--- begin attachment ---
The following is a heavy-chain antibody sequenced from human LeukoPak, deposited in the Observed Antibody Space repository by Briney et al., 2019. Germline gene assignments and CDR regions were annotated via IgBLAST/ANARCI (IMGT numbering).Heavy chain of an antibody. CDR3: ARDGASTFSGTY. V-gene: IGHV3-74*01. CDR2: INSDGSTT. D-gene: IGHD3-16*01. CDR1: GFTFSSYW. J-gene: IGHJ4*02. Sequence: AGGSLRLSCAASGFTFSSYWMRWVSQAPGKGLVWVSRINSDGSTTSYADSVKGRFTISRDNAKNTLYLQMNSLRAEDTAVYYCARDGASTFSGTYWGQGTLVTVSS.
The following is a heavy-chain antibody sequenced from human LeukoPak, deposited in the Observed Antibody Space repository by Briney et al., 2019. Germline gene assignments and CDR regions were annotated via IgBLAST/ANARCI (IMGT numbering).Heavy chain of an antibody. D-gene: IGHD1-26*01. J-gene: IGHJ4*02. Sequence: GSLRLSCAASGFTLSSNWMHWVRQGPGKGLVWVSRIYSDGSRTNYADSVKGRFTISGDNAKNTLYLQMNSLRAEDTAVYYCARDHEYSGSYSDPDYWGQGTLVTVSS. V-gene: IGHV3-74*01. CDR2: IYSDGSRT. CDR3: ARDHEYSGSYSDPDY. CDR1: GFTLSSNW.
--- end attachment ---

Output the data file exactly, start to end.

The following is a heavy-chain antibody sequenced from human LeukoPak, deposited in the Observed Antibody Space repository by Briney et al., 2019. Germline gene assignments and CDR regions were annotated via IgBLAST/ANARCI (IMGT numbering).Heavy chain of an antibody. CDR3: ARDGASTFSGTY. V-gene: IGHV3-74*01. CDR2: INSDGSTT. D-gene: IGHD3-16*01. CDR1: GFTFSSYW. J-gene: IGHJ4*02. Sequence: AGGSLRLSCAASGFTFSSYWMRWVSQAPGKGLVWVSRINSDGSTTSYADSVKGRFTISRDNAKNTLYLQMNSLRAEDTAVYYCARDGASTFSGTYWGQGTLVTVSS.
The following is a heavy-chain antibody sequenced from human LeukoPak, deposited in the Observed Antibody Space repository by Briney et al., 2019. Germline gene assignments and CDR regions were annotated via IgBLAST/ANARCI (IMGT numbering).Heavy chain of an antibody. D-gene: IGHD1-26*01. J-gene: IGHJ4*02. Sequence: GSLRLSCAASGFTLSSNWMHWVRQGPGKGLVWVSRIYSDGSRTNYADSVKGRFTISGDNAKNTLYLQMNSLRAEDTAVYYCARDHEYSGSYSDPDYWGQGTLVTVSS. V-gene: IGHV3-74*01. CDR2: IYSDGSRT. CDR3: ARDHEYSGSYSDPDY. CDR1: GFTLSSNW.